Async lifetimes and references owned by the current function

I'm having difficulty understanding some errors that seem related to async and await boundaries.
Here's my example:

Unfortunately I haven't been able to reduce it further.

    error[E0597]: `foo` does not live long enough
      --> src/
    46 |     pub async fn run_filters(&'a self, mut foos: Vec<Foo<'a>>) -> Vec<Foo<'a>> {
       |                              -------- lifetime `'1` appears in the type of `self`
    53 |                 if func(&foo).await {
       |                    -----^^^^-
       |                    |    |
       |                    |    borrowed value does not live long enough
       |                    argument requires that `foo` is borrowed for `'1`
    56 |             }
       |             - `foo` dropped here while still borrowed

I don't understand how the borrowed value doesn't live long enough when the function is awaited immediately. I also cannot see where the '1 lifetime is from. I'd like to understand this better.

    error[E0515]: cannot return value referencing local variable `self`
       --> src/
    126 |             FooDelay::Seconds(x) =>
        |                                     ---- `self` is borrowed here
    131 |             Some(foos[0])
        |             ^^^^^^^^^^^^^ returns a value referencing data owned by the current function

The only reference being returned (contained within the Foo struct) is one that was passed into FooQuery to begin with. I have assumed the borrow of self would be completed after the await, but perhaps that assumption is false?

It sounds like you should drastically reduce the amount of lifetimes in your program. Check out this version.

Generally as I understand it, the purpose of 'a in your program is to be the lifetime of the FooSession stored outside of your various other structs. So therefore you should not put that lifetime on anything else but references to FooSession, and things containing references to FooSession.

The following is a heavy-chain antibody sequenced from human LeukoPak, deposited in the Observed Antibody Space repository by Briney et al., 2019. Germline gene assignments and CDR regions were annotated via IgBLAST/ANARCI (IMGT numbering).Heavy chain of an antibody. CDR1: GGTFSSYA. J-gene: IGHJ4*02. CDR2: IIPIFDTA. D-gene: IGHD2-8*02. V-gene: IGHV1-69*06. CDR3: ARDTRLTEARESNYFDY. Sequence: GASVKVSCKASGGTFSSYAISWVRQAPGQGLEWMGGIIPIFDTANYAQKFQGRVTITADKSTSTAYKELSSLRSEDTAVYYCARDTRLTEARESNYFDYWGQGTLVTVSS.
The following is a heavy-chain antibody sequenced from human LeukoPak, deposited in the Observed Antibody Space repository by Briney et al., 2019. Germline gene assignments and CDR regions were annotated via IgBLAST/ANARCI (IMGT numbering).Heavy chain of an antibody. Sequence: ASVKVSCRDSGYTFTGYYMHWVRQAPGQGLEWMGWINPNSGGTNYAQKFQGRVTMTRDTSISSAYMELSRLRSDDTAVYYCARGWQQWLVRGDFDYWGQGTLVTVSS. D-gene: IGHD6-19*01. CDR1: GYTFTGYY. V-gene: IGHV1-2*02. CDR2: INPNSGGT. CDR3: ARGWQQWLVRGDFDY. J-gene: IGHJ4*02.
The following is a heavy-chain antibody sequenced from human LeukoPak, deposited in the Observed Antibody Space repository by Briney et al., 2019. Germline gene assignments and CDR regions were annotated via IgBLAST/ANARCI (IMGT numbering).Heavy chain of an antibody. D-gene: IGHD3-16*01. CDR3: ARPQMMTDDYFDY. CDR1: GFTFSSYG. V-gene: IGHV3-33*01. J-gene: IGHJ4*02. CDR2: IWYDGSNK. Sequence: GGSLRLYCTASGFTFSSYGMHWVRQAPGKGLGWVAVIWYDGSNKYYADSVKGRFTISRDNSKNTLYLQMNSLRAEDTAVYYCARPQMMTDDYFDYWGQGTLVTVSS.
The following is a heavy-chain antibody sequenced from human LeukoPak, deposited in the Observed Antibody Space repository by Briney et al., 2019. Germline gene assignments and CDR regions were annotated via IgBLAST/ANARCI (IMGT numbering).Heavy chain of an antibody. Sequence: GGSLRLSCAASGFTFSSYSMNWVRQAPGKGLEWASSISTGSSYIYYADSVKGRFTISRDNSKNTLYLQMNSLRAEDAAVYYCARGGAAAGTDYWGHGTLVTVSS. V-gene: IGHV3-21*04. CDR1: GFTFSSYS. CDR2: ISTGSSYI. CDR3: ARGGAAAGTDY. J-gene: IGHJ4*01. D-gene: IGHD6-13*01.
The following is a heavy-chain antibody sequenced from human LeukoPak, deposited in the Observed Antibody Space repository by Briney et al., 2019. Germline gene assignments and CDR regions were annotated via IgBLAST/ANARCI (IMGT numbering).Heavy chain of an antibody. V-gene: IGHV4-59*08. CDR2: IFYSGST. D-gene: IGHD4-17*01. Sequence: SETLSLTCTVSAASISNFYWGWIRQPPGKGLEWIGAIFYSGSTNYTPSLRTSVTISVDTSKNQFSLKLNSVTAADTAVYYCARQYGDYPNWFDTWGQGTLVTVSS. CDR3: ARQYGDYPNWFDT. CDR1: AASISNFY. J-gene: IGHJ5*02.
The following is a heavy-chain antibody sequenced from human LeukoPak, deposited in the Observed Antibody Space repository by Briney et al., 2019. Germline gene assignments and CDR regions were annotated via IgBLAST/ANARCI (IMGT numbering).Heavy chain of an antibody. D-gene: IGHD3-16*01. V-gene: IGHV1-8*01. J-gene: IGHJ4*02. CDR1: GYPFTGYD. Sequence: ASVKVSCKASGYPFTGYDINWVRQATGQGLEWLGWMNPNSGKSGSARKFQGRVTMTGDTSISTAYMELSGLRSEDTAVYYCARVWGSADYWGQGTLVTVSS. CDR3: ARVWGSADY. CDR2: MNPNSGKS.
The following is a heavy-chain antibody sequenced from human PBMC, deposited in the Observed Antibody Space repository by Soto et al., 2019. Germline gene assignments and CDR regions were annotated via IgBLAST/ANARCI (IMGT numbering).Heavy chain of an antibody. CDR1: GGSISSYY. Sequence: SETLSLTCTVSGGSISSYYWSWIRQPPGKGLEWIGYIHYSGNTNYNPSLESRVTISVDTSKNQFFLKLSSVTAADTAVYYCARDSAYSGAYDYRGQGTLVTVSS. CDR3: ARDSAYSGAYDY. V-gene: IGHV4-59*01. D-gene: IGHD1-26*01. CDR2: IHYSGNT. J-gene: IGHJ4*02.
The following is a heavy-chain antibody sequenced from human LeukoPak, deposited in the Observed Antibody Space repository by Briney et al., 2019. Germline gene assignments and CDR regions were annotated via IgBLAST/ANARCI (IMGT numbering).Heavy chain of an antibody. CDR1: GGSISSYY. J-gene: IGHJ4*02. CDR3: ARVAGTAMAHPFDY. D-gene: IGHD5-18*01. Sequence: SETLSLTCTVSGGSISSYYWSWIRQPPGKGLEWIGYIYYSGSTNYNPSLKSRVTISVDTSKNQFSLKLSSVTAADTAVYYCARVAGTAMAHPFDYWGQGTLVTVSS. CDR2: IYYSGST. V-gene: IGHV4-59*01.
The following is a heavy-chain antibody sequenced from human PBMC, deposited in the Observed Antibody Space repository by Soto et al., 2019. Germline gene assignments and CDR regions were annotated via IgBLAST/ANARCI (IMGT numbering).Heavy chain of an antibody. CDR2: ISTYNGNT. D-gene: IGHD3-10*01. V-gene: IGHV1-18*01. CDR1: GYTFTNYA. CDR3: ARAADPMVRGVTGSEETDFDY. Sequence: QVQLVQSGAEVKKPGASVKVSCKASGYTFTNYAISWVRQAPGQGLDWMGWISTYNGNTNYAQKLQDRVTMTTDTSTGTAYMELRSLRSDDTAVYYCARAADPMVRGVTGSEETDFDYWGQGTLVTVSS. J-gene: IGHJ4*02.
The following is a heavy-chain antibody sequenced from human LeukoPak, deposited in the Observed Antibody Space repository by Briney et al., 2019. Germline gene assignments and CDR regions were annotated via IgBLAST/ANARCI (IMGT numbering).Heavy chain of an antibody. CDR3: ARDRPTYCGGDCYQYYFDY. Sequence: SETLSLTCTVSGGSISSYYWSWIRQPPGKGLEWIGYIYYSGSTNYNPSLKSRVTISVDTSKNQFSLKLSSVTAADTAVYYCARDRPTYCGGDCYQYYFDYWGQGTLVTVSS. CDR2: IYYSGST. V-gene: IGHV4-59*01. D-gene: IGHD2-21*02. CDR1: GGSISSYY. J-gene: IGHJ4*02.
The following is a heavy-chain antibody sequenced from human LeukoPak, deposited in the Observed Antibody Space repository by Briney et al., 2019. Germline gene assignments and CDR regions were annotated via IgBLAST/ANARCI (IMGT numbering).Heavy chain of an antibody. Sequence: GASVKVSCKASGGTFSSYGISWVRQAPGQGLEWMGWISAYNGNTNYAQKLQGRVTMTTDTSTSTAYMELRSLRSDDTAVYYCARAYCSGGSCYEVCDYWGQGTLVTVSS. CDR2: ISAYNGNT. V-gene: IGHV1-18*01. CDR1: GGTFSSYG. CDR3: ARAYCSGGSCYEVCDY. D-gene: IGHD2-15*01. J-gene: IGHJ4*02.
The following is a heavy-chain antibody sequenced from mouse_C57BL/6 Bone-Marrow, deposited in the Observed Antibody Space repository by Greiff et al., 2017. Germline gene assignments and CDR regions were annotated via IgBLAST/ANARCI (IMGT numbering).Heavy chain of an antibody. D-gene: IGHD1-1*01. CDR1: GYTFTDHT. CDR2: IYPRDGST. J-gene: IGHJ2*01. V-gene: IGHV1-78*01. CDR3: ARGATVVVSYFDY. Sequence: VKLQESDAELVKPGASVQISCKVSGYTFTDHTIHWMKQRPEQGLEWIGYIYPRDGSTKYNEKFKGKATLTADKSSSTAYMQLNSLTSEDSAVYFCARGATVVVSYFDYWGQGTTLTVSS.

1. Don't put it on self, e.g. no &'a mut self.
  2. Don't put it on trait objects, rather use the for<'a> syntax to talk about all lifetimes at the same time.
type FooFilter = Box<dyn for<'a> Fn(&'a Foo<'a>) -> Pin<Box<dyn Future<Output = bool> + 'a>>>;
  1. When creating filters, you cannot use variables in the async block that are captured from the environment. Additionally the things from the environment should be owned, thus you get:
pub fn with_id(self, id: &str) -> Self {
    let id = id.to_string();
    self.with_filter(Box::new(move |f| {
        let res = == id;
        Box::pin(async move { res })

It might become even easier to reason about if you get rid of FooSession, or at least don't make it a reference.

Be aware that this has nothing to do with async/await. It would be the same in a non-async program.


I'm not sure I can get rid of the session or the reference to it - I need to think about that some more.

My example is based on my thirtyfour crate for automating web browsers via WebDriver. I'm building a more elaborate query interface for it.

There is one WebDriverSession inside WebDriver and all WebElement structs that get returned have a reference to the WebDriverSession. In this way Rust can guarantee at compile time that no WebElement can outlive the browser session. This seems like a reasonable thing to want to guarantee but I'm still unsure whether I will come across some valid use-case that violates it. The other possibility is that the code using this crate to automate browsers may become more complicated because of this constraint. I need to try it out with the constraint (with the reference) and see how it feels to use. Certainly the crate itself is far more complex this way but I'm hoping the code that uses it need not be. There's a cost/benefit trade-off here for sure.

Your response is extremely helpful. Thank you so much!

Huh, I've tried using for<'a> Fns in type aliases before, and not had much luck, I thought type aliases didn't respect Trait bounds, and not respecting lifetime bounds was a consequence of that, Any idea why it works here?

Turns out I had a logic bug in the filter code too :roll_eyes:

Thanks to your help I now have a working example:

Now I'm hoping my actual code doesn't stray too far from the example :wink:

Thanks again!

@ratmice you probably didn't put it in a box.

Yup, it was &'a dyn for <'b> Fn(...), I ended up generating the type via a macro instead of aliases :frowning:, just suprised it makes a difference -- that said I don't really want to derail the thread, just suprised is all.

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